By Carrie M. Harris
In 2013, the Supreme Court of the United States held that plaintiffs claiming retaliation under Title VII must prove that "but for" the retaliation they would not have been discharged. Many had wondered if that decision would change what a disgruntled employee must prove in order to recover on a federal discrimination claim. On May 21, 2015, the Fourth Circuit Court of Appeals decided that, at least for the states it oversees (Maryland, North Carolina, South Carolina, Virginia and West Virginia) it does not. The Court determined that the McDonnell Douglas
framework it has used for years has always required a plaintiff to prove that an employer's discriminatory animus was the "but for" cause of retaliation.
to get the full story.
By Kate Sturdivant Gibson
Most employers are at least generally familiar with the The Fair Credit Reporting Act ("FCRA"). FCRA protects consumers whose information is disclosed by consumer reporting agencies. In the employment context, FCRA regulates how employers may use "consumer reports" in the hiring process (or during an investigation) and what rights applicants and employees have regarding their use.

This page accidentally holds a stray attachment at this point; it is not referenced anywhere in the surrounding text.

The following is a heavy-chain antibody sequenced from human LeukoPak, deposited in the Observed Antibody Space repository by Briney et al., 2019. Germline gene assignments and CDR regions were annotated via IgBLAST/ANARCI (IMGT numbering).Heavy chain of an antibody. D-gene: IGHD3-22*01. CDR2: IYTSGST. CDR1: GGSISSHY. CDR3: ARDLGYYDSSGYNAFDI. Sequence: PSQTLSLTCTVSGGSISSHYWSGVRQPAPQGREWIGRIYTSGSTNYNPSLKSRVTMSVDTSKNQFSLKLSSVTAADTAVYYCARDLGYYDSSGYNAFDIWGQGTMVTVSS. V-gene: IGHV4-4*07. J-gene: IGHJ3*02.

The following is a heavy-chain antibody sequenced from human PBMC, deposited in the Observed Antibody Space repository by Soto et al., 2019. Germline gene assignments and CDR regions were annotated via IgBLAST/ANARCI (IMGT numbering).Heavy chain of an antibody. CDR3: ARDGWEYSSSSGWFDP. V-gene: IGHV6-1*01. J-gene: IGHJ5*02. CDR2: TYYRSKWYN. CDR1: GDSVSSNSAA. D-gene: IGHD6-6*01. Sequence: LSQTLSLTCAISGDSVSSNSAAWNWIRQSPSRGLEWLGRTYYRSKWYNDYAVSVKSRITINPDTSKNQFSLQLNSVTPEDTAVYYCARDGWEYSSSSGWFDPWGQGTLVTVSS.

Employers need to be aware of FCRA because many employers use consumer reports, such as credit history reports and background checks, to make important employment decisions. Employees (or potential employees) have several rights as it pertains to consumer reports related to them.
to get the full story.
By Gordon L. Mowen, II
Title VII of the Civil Rights Act of 1964, requires that the EEOC engage in informal conciliation efforts after it finds reasonable cause to support a charge of discrimination, but before it files suit. The EEOC can only bring suit against an employer after the Commission has attempted, in good-faith, to secure from the employer a conciliation agreement acceptable to the Commission.This "good-faith" requirement is critical to the conciliation process because it is the statutory precondition the Commission must follow before it may initiate a lawsuit against an employer.
Over the past several years, however, it has become unclear exactly when the Commission has made this "good-faith" attempt. This point of contention has been litigated among the federal circuits with very mixed results, including whether the judiciary even had the authority to "measure" the Commission's conciliation attempts.
Three weeks ago, the United States Supreme Court clarified this area of law by holding that the courts have the authority to review and enforce the EEOC's conciliation obligation, by that courts should not delve deeply into the process.